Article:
As part of our contract with Fordham University, we finished up these limestone carvings depicting Ignatius Loyola’s life.
To create these carvings, we used Indiana Limestone and the original molds from the 1950’s.
The finished carvings can be found in their home at a monastery in Shrub Oak, NY. Ralph Petrillo is pictured standing next to the last carving.
We were excited to take on this restoration project at the St. Regis hotel in New York City. The Regis is a chain of luxury hotels that was started in New York in 1904 by American businessman John Jacob “Jack” Astor IV.
The St. Regis of NYC is a 5-Star hotel overlooking 5th Avenue in Manhattan. It’s home to the famous King Cole Bar, where you can order their signature drink, the Red Snapper. One of the most coveted amenities of the hotel is their butler service. Each guest is assigned a butler who can accommodate anything they want, from ironing their suits, to digging up personalized reading material.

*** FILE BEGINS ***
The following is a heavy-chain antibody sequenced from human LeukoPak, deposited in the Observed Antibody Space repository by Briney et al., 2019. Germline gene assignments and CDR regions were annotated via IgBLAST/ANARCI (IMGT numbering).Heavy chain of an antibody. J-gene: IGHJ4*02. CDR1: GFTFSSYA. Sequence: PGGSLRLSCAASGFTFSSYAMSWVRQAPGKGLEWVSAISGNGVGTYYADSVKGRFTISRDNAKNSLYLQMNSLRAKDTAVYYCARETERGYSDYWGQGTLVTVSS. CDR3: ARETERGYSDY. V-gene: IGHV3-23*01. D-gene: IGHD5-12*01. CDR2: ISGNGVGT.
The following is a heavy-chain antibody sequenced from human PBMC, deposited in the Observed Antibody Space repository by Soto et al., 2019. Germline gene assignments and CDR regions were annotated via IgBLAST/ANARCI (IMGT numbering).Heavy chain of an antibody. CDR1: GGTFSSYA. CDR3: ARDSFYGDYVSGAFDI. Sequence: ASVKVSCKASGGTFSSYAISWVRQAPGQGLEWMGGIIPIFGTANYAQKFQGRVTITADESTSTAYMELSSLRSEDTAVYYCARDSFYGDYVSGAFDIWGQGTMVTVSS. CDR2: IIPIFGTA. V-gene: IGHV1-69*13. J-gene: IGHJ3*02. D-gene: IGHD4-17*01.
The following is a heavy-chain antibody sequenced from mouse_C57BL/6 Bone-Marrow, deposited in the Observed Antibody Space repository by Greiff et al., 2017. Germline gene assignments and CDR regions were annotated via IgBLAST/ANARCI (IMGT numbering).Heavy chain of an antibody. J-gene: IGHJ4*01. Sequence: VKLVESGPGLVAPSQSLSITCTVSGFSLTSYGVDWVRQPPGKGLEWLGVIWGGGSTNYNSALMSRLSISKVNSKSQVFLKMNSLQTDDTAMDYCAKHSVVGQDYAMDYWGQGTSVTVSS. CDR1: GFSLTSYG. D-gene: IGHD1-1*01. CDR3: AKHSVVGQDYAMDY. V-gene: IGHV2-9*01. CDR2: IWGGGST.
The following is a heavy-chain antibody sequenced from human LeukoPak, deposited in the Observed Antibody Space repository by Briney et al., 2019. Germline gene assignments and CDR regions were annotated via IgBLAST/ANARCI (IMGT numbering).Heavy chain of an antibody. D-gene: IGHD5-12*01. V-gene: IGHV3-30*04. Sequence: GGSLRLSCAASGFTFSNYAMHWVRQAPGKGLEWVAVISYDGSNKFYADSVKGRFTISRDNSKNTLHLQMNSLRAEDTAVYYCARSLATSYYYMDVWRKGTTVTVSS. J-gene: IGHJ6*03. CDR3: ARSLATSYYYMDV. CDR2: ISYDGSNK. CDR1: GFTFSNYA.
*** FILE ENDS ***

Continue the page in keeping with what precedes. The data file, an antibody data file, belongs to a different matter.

We wish we could have stayed at the Regis just a little longer…
Learn more about the St. Regis of NYC.
We recently restored this interior wall of one of the Gucci stores in NYC. We were excited for the chance to work with one of the most successful luxury fashion brands in history.
Guccio Gucci was an Italian immigrant working at the Savoy Hotel in London. While working there, he was inspired by the high-end leather luggage that some of the guests brought with them. He visited the plant that produced many of the goods, H. J. Crave & Sons.